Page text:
Jorge Pablo COLLAZO and Maria Edith Collazo, Appellants, v. HSBC BANK USA, N.A., Appellee.
On Motion for Rehearing
Upon consideration of the appellants' motion for rehearing, we withdraw our opinion issued April 13, 2016, in this appeal, and substitute the following opinion in its place.1
Jorge and Maria Collazo appeal a final judgment of foreclosure entered on a defaulted residential mortgage. The appellee and mortgagee, HSBC Bank USA, N.A. (“HSBC”),2 commenced the lawsuit below in January 2014, over five years after (a) the alleged payment default, (b) acceleration of the entire indebtedness in a notice sent to the Collazos in 2008, and (c) the commencement of a previous foreclosure suit in 2008, dismissed without prejudice in 2011 following HSBC's failure to comply with a court order. The Collazos maintain that the final judgment of foreclosure must be reversed because of the expiration of the five-year statute of limitations3 applicable to the mortgage note.
This Court's decision issued on rehearing en banc in the case of Deutsche Bank Trust Co. Americas v. Beauvais, 188 So.3d 938 (Fla. 3d DCA 2016), holds that the five-year statute does not bar a second foreclosure suit filed on a subsequent payment default occurring within the five-year statutory period preceding the commencement of the second suit. The Fifth District has reached a similar conclusion in the case of U.S. Bank National Association v. Bartram, 140 So.3d 1007, 1014 (Fla. 5th DCA), review granted, 160 So.3d 892 (Fla.2014) (“Therefore, we conclude that a foreclosure action for default in payments occurring after the order of dismissal in the first foreclosure action is not barred by the statute of limitations found in section 95.11(2)(c), Florida Statutes, provided the subsequent foreclosure action on the subsequent defaults is brought within the limitations period.”).
The record in the present case discloses that HSBC asserted the same payment default date and basis for acceleration in both the 2008 and 2014 complaints, a date over five years preceding the commencement of the 2014 case in the circuit court. As a result, we reverse the final judgment of foreclosure and remand the case for dismissal without prejudice in accordance with this Court's recent opinion on rehearing en banc in Beauvais.4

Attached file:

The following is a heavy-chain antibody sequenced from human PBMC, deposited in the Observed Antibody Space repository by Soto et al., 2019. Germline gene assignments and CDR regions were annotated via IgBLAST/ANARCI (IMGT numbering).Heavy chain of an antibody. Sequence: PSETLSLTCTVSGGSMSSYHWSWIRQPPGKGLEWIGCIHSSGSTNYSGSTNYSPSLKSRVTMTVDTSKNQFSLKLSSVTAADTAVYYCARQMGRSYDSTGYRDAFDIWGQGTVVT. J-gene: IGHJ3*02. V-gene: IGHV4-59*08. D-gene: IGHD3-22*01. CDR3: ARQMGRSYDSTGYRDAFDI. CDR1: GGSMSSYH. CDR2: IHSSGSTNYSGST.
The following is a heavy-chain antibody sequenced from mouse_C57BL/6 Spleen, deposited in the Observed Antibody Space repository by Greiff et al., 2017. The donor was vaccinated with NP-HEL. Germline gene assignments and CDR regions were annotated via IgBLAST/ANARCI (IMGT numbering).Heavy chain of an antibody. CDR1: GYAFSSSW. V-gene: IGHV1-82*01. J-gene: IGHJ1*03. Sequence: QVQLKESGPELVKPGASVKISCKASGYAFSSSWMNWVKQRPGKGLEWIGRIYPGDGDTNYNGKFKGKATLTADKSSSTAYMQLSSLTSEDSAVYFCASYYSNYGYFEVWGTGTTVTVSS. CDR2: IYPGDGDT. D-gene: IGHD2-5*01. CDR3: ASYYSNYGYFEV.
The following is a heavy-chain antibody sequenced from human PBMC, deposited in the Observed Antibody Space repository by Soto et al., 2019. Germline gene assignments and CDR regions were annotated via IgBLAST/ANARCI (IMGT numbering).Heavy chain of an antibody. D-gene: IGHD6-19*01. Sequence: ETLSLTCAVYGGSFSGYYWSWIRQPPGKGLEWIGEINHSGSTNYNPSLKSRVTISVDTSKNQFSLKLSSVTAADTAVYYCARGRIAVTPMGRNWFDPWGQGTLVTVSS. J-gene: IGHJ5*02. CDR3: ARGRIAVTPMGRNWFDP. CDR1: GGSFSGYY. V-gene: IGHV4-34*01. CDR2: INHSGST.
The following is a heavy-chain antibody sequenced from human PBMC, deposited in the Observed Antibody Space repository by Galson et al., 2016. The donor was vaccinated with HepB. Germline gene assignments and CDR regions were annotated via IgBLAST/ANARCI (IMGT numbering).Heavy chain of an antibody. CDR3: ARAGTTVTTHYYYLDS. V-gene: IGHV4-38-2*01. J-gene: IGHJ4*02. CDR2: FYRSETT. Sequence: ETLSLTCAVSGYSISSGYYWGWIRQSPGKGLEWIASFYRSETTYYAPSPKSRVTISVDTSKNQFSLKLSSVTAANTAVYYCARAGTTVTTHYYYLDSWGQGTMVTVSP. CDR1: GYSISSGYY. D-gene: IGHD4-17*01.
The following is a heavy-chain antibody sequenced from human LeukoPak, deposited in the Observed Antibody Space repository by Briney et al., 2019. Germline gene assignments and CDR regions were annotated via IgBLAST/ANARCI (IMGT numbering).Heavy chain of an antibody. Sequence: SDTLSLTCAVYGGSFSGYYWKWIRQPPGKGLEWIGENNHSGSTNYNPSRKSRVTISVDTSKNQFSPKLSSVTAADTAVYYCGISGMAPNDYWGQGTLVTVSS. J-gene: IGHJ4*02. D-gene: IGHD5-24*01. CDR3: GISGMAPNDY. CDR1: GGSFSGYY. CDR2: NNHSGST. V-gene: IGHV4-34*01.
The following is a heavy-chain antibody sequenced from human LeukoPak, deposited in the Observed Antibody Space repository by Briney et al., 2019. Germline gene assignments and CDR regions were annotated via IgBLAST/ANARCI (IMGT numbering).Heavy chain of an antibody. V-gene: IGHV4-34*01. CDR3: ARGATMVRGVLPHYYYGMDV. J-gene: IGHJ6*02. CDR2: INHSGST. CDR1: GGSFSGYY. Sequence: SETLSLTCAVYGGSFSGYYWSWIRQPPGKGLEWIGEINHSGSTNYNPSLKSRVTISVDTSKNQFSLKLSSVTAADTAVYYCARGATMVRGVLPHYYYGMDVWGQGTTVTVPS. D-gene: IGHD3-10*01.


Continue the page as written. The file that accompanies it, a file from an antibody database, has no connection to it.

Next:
Reversed and remanded with instructions.
I concur in the reversal of the final judgment of foreclosure in this case. I write only to dispel any confusion concerning whether this is a pipeline case under U.S. Bank National Association v. Bartram, 140 So.3d 1007 (Fla. 5th DCA), review granted, 160 S0. Ed 892 (Fla.2014), or Deutsche Bank Trust Company v. Americas v. Beauvais, 188 So.3d 938 (Fla. 3d DCA 2016) (pending review, Case No. SC 16–732). The issue in those cases was whether an adjudication denying acceleration and foreclosure in one circumstance bars a subsequent action to foreclose the same mortgage. Both cases hold that a subsequent foreclosure action is not barred so long as the second action is brought on a subsequent default within the five-year limitation period for bringing the action under section 95.11(2)(c) of the Florida Statutes. Beauvais at 953; Bartram at 1014. The actions before their respective courts in Bartram and Beauvais were both based upon a subsequent default occurring within the five-year statutory period. Beauvais at 940; Bartram at 1009.
In contrast to these two cases, the foreclosure action in the case before us was commenced on January 24, 2014, based on a default in payment alleged to have occurred on April 1, 2008. Counsel for HSBC insisted on trying the case on the basis of that default. After hearing the evidence, the trial court entered final judgment and calculated all amounts due and payable based upon that default date over borrowers' objections and involuntary dismissal motions. In short, unlike counsel for the lenders in both the Bartram and Beauvais cases, who circumvented the statute of limitations in those cases by alleging a default within the five-year limitation period, counsel for HSBC, when challenged, doubled down on a stale default outside the limitation period. That fact distinguishes the case before us from both Bartram and Beauvais.
It is possible—it is always possible—that a decision in a case pending in our High Court may have some effect on a decision of this court that is not yet final. That is at least theoretically possible in the case before us. However, the validity of our decision in this case is not directly dependent upon the outcome of Bartram or Beauvais in the Florida Supreme Court.
1. In the same motion, the appellees also moved for certification of conflict to the Supreme Court of Florida; that aspect of the motion is denied.
2. HSBC did not respond to an order directing it to file an answer brief, nor has it filed a memorandum of points and authorities in support of its position. Although counsel has since appeared on its behalf, HSBC has not filed a response to the Collazos' motion for rehearing and for certification.
3. § 95.11(2)(c), Fla. Stat. (2014).
4. Our Beauvais decision and the case at hand may also be affected by the Florida Supreme Court's determination of the limitations issues in the pending Bartram case.